Systemic activation of dendritic cells by Toll-like receptor ligands or malaria infection impairs cross-presentation and antiviral immunity

Nat Immunol. 2006 Feb;7(2):165-72. doi: 10.1038/ni1300. Epub 2006 Jan 15.


The mechanisms responsible for the immunosuppression associated with sepsis or some chronic blood infections remain poorly understood. Here we show that infection with a malaria parasite (Plasmodium berghei) or simple systemic exposure to bacterial or viral Toll-like receptor ligands inhibited cross-priming. Reduced cross-priming was a consequence of downregulation of cross-presentation by activated dendritic cells due to systemic activation that did not otherwise globally inhibit T cell proliferation. Although activated dendritic cells retained their capacity to present viral antigens via the endogenous major histocompatibility complex class I processing pathway, antiviral responses were greatly impaired in mice exposed to Toll-like receptor ligands. This is consistent with a key function for cross-presentation in antiviral immunity and helps explain the immunosuppressive effects of systemic infection. Moreover, inhibition of cross-presentation was overcome by injection of dendritic cells bearing antigen, which provides a new strategy for generating immunity during immunosuppressive blood infections.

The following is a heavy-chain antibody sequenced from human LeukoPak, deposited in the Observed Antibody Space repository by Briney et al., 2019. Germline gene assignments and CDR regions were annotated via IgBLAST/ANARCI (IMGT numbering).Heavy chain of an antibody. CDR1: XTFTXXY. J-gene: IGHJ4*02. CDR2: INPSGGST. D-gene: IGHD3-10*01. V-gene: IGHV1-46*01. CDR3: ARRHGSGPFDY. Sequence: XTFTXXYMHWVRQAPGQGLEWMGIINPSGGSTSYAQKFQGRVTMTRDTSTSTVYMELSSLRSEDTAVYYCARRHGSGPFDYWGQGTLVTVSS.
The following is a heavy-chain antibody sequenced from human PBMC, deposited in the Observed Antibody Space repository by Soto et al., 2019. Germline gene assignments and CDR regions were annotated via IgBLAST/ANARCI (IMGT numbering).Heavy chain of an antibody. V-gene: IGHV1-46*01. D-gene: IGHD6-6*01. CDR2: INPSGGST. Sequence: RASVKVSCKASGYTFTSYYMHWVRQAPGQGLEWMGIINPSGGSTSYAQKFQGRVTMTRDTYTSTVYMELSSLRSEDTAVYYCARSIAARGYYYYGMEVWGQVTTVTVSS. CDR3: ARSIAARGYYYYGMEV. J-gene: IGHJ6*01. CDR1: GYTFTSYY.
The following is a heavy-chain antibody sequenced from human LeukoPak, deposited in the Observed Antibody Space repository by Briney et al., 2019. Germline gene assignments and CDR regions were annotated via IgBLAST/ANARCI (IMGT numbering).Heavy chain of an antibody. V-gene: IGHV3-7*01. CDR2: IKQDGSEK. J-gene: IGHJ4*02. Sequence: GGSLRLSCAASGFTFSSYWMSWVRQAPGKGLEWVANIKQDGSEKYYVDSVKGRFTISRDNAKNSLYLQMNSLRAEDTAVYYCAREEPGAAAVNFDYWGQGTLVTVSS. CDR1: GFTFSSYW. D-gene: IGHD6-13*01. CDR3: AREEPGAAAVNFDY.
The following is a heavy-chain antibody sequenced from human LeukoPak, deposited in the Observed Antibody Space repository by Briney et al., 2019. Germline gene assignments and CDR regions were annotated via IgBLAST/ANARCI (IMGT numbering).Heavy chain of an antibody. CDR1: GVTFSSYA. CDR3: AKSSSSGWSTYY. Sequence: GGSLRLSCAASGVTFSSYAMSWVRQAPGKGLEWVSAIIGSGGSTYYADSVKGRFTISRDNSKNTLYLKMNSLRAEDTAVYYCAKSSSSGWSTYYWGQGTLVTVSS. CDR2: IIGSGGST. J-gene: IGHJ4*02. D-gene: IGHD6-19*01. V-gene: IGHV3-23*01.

Publication types

  • Research Support, Non-U.S. Gov't

MeSH terms

  • Animals
  • Antigen Presentation
  • Antigens, Viral
  • CpG Islands / immunology
  • Dendritic Cells / immunology*
  • Herpes Simplex / immunology
  • Herpesvirus 1, Human / immunology
  • Immune Tolerance
  • In Vitro Techniques
  • Ligands
  • Malaria / immunology*
  • Mice
  • Mice, Inbred BALB C
  • Mice, Inbred C57BL
  • Mice, Transgenic
  • Ovalbumin / immunology
  • Plasmodium berghei
  • T-Lymphocytes, Cytotoxic / immunology
  • Toll-Like Receptors / metabolism*


  • Antigens, Viral
  • Ligands
  • Toll-Like Receptors
  • Ovalbumin